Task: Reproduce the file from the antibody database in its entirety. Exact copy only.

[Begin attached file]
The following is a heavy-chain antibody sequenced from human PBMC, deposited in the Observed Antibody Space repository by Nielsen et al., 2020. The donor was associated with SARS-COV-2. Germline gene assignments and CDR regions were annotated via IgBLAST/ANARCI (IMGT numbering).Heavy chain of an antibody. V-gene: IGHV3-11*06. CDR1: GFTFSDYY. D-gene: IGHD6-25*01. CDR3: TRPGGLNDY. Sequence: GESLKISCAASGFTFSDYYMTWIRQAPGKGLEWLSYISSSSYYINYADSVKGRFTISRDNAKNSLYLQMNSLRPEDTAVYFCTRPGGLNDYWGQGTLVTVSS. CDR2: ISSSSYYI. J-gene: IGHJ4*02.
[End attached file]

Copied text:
The following is a heavy-chain antibody sequenced from human PBMC, deposited in the Observed Antibody Space repository by Nielsen et al., 2020. The donor was associated with SARS-COV-2. Germline gene assignments and CDR regions were annotated via IgBLAST/ANARCI (IMGT numbering).Heavy chain of an antibody. V-gene: IGHV3-11*06. CDR1: GFTFSDYY. D-gene: IGHD6-25*01. CDR3: TRPGGLNDY. Sequence: GESLKISCAASGFTFSDYYMTWIRQAPGKGLEWLSYISSSSYYINYADSVKGRFTISRDNAKNSLYLQMNSLRPEDTAVYFCTRPGGLNDYWGQGTLVTVSS. CDR2: ISSSSYYI. J-gene: IGHJ4*02.